Gillian Merron: The estimated total cost for defence attachés at overseas posts in the financial year 2007-08 was £15 million including both direct and indirect costs. A breakdown of this cost is set out in a table which will be placed in the Library. As part of a transition arrangement we agreed to cap the costs recovered for defence attachés at £10.5 million for 2008-09 and £12 million for each of the subsequent two financial years.
Prior to 2007, the Foreign and Commonwealth Office (FCO) tasked the defence attaché network to help deliver FCO objectives. As a consequence, the FCO did not recover the costs it spent on defence attachés and it is therefore not possible to provide the cost of each individual defence section.
Mr. Hancock: To ask the Secretary of State for Foreign and Commonwealth Affairs pursuant to the answer of 6 October 2008, Official Report, column 228W, on Morocco: Western Sahara, when he was informed that the European Parliament had obtained a legal opinion that the agreement would not be in accordance with international law; and if he will make a statement. 
Bill Rammell: With regard to the answer of 6 October 2008, Official Report, column 228W, on Morocco fisheries. The European Parliament did not communicate to the UK any legal opinion they obtained about the EUMorocco Fisheries Agreement. As legal opinion is provided in confidence, it would be inappropriate for Her Majestys Government to offer any comment on such opinion.
Norman Baker: To ask the Secretary of State for Foreign and Commonwealth Affairs if he will encourage the Nepalese authorities to give the right to settle in Nepal to those Tibetans presently resident in Nepal but without a registration card. 
Mr. Keith Simpson: To ask the Secretary of State for Foreign and Commonwealth Affairs what discussions he has had with UN counterparts on the international trade in stolen Nigerian oil; and what proposals the Government has put forward to reduce the trade.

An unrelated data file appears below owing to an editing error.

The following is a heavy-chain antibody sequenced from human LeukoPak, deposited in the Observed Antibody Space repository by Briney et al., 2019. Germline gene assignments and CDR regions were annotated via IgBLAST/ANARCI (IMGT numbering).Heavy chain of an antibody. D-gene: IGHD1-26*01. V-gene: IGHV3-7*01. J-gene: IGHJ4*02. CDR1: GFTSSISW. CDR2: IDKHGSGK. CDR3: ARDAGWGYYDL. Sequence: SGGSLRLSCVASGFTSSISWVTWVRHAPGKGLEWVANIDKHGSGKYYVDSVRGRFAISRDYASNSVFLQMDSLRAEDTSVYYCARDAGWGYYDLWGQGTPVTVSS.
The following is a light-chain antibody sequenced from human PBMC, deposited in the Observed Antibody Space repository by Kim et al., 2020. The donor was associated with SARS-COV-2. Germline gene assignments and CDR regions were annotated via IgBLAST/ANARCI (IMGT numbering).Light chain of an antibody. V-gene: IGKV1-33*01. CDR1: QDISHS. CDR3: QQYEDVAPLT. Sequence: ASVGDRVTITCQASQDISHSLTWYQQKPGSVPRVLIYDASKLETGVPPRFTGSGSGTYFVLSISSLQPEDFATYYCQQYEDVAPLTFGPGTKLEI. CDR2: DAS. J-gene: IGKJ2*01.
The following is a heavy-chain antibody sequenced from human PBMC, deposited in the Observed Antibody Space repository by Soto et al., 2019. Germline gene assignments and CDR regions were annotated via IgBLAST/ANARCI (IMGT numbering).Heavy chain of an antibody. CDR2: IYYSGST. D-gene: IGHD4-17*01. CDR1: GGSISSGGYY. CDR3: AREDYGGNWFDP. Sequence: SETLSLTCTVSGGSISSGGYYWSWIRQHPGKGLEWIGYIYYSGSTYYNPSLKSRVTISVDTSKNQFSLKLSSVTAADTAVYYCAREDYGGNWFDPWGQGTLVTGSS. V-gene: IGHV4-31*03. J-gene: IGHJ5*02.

Gillian Merron: Our High Commission in Abuja participates in a series of working groups with international partners, including the UN, to discuss possible approaches to the problem of oil bunkering in Nigeria. These possible approaches include oil-fingerprinting, metering of oil to improve production statistics and the use of electronic bills of lading. The UK also uses the forum of the Gulf of Guinea Energy Security Strategy (GGESS) to press Nigeria to improve its own capability to address the problem. The UK is currently supporting the development of Joint Maritime Security Training Centre with the Nigerian Armed Forces, which aims to improve Nigeria's capacity to patrol in-shore in the Niger Delta region and therefore enhance security.
Mr. Hague: To ask the Secretary of State for Foreign and Commonwealth Affairs if he will task officials in his Department with studying lessons learned from counter-piracy operations in the Straits of Malacca in 2005 for application to the situation in the Gulf of Aden; and what discussions his Department has had with the Governments of Singapore, Indonesia, Malaysia and Thailand on the matter. 
David Miliband: The regional agreement between Malaysia, Indonesia and Singapore to coordinate law enforcement in the Malacca Straits established a joint mechanism for tackling piracy which is widely regarded as a success. The International Maritime Organisation (IMO) sponsored a series of conferences on Security, Safety and Environment of the Malacca Straits with the engagement of the regional states which examined the high incidence of piracy in these waters. The UK along with other principal users of the Straits (USA and Japan) offered technical assistance to the littoral states to help combat piracy. But the key to success was these states' willingness to cooperate and ability to police the waters effectively.
There are significant differences between the situation in the Gulf of Aden and the Straits of Malacca. Efforts to counter piracy are obstructed by the lack of governance in Somalia which allows piracy to grow unchecked, the vastly larger geographical area and the habit of Somali pirates to hijack ships bringing them in to port for ransom, rather than rob them at sea. But without a functioning government in Somalia, no lasting solution will be reached.